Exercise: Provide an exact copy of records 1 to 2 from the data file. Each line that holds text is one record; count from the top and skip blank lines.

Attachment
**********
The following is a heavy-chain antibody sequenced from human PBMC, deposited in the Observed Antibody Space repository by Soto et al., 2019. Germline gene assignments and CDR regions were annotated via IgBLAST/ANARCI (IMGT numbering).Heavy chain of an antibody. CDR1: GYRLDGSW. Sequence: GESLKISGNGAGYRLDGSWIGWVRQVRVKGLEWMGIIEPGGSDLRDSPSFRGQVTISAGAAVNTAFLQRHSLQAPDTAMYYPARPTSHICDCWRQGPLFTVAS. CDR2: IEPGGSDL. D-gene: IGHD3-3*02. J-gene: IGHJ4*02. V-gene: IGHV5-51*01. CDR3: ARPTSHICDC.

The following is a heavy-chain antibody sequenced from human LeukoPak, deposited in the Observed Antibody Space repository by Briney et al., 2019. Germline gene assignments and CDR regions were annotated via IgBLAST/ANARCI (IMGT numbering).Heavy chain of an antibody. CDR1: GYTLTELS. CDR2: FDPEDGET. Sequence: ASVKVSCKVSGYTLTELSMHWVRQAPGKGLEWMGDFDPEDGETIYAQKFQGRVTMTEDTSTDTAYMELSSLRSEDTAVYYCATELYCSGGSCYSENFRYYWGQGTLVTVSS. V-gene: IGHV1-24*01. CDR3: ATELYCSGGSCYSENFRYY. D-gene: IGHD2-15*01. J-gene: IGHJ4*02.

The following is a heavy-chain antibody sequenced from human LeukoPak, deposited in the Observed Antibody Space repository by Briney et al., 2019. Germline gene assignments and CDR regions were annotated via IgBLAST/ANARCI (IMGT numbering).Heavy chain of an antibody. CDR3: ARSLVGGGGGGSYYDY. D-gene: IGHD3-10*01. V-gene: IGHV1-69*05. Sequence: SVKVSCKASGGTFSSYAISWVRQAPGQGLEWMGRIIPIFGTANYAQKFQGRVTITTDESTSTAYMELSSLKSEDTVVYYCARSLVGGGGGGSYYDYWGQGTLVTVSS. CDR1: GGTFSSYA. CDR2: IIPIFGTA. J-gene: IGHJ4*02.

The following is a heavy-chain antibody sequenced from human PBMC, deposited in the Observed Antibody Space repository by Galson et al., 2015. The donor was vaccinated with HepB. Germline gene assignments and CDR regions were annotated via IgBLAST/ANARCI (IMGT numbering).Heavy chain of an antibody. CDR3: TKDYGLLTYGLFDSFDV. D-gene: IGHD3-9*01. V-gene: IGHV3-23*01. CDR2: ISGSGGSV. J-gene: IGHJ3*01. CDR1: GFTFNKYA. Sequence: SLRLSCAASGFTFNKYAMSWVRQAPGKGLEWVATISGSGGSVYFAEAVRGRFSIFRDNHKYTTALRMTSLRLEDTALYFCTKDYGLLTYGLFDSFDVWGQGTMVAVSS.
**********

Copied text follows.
The following is a heavy-chain antibody sequenced from human PBMC, deposited in the Observed Antibody Space repository by Soto et al., 2019. Germline gene assignments and CDR regions were annotated via IgBLAST/ANARCI (IMGT numbering).Heavy chain of an antibody. CDR1: GYRLDGSW. Sequence: GESLKISGNGAGYRLDGSWIGWVRQVRVKGLEWMGIIEPGGSDLRDSPSFRGQVTISAGAAVNTAFLQRHSLQAPDTAMYYPARPTSHICDCWRQGPLFTVAS. CDR2: IEPGGSDL. D-gene: IGHD3-3*02. J-gene: IGHJ4*02. V-gene: IGHV5-51*01. CDR3: ARPTSHICDC.

The following is a heavy-chain antibody sequenced from human LeukoPak, deposited in the Observed Antibody Space repository by Briney et al., 2019. Germline gene assignments and CDR regions were annotated via IgBLAST/ANARCI (IMGT numbering).Heavy chain of an antibody. CDR1: GYTLTELS. CDR2: FDPEDGET. Sequence: ASVKVSCKVSGYTLTELSMHWVRQAPGKGLEWMGDFDPEDGETIYAQKFQGRVTMTEDTSTDTAYMELSSLRSEDTAVYYCATELYCSGGSCYSENFRYYWGQGTLVTVSS. V-gene: IGHV1-24*01. CDR3: ATELYCSGGSCYSENFRYY. D-gene: IGHD2-15*01. J-gene: IGHJ4*02.